How to apply permaculture to shared green areas
Permaculture is an ecological design system developed during the 70s by the Australian researchers Bill Mollison and his student David Holgrem. It is based on three ethical principles: earth care - to help and improve all life systems; people care - enabling them to increase their quality of life thanks to the restoration of the human being as part of nature; fair share - limiting consumption and sharing and distributing natural resources equally, to preserve both the earth and all living beings. To do all this, permaculture starts from the observation of nature to derive the 12 ecological principles essential to develop design systems to apply to farming and every facet of our life.
In summary, we could define permaculture as the process of "permanent culture" that enables us to respect the planet and its laws and re-establish the lost infinite abundance, aided by the principle of least effort.
It is difficult to explain permaculture in two words, and that is certainly not the purpose of this article. Instead, we want to try to direct the gaze of this exciting world towards the application of permaculture in the management of shared green spaces. Indeed, permaculture offers many creative options for transforming a green space of any kind into a useful place for the community, whether in terms of recreation, food sovereignty, or preservation of biodiversity. Summarizing the issue at its core, let us recall some basic practical points of the permacultural approach:
Once the basic principles are understood, the possibilities are endless. Applying them to a shared green area could mean:
Creating a rainwater harvesting system useful both to water plants and to cook or drink (through the use of filters or, if necessary, a water purifier). Rainwater is a precious resource that nature gives us and making good use of it means saving energy, stopping pollution, reducing costs, avoiding health problems, and protecting the environment from floods and soil erosion.
To grow small or big vegetable gardens using functional patterns like: the mandala garden, the aromatic or medical herb spirals, the Tee Pee garden, the eco pond. These are just some of the most popular.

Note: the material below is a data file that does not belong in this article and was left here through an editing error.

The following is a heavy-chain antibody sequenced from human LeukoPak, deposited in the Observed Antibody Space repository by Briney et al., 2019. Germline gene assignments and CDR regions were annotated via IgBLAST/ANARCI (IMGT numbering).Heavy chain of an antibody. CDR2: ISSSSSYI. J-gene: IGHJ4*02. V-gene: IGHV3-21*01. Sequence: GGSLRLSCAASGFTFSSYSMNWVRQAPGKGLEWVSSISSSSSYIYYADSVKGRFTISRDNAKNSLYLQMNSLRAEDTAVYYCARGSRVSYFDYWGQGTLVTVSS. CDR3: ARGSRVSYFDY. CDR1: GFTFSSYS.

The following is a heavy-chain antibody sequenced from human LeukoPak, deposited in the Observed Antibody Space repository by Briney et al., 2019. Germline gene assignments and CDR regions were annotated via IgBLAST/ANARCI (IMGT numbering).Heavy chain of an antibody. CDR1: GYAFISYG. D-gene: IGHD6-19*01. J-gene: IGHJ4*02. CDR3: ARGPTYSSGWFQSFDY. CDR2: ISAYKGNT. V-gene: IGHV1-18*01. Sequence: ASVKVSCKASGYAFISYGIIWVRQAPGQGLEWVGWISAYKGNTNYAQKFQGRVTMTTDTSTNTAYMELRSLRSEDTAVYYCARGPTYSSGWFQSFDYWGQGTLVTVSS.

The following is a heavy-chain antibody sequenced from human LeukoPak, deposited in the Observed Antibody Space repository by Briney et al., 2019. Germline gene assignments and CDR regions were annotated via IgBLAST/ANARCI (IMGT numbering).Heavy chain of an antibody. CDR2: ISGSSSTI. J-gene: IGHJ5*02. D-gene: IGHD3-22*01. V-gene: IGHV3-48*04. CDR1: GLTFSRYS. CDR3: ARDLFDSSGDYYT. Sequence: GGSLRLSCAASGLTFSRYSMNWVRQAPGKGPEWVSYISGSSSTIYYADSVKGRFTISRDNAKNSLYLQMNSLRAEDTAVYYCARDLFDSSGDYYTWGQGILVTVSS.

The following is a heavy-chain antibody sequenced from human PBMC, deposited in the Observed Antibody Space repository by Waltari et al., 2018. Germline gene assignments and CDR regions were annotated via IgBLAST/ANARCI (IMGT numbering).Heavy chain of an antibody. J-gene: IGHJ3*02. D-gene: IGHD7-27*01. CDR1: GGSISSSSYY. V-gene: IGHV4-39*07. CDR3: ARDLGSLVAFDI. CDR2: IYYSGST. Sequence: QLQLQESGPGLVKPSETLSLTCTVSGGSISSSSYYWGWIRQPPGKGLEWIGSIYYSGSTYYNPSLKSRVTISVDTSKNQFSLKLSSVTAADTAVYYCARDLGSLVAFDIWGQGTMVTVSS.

There are multiple benefits to allocating space to this: the creation of biodiversity; the transformation of organic waste into compost, creating new life; the production of totally natural food or herbs for health, for food sovereignty; and last but not least: enjoyment, relationships, and beauty. You can also create a seed bank to preserve the local seeds and foment exchange among community members to multiply varieties.
Another great idea is building insect hotels with recycled natural materials and a sun hive for bees to protect pollinators. This will restore the habitat and help to keep the vegetable garden free of plagues.
If you have a larger environment, you can consider creating a polyculture space combined with an outdoor cultural space. People will thus be able to meet and, at the same time, learn about the importance of diversity in life.
With bio-construction, fully sustainable stable structures can be made that often may not need permits to build. This is the case, for example, of geodesic domes, an easy structure to make in groups, which makes you fall in love and have fun while doing so.
At the same time, the compost toilet allows for grey and yellow water to be reused as an excellent fertiliser for the garden and to transform faeces into biologically impact 0 compost. What better service to offer to nature and ourselves?
Finally, the earth oven or the rocket stove are just a couple of easy-to-make examples offered by permaculture for heating indoor or outdoor spaces, communal seating, or cooking bread, pizza, and any other dish.
This is just a taste of what you can discover through this fantastic journey of Coeducation in green. Stay tuned!
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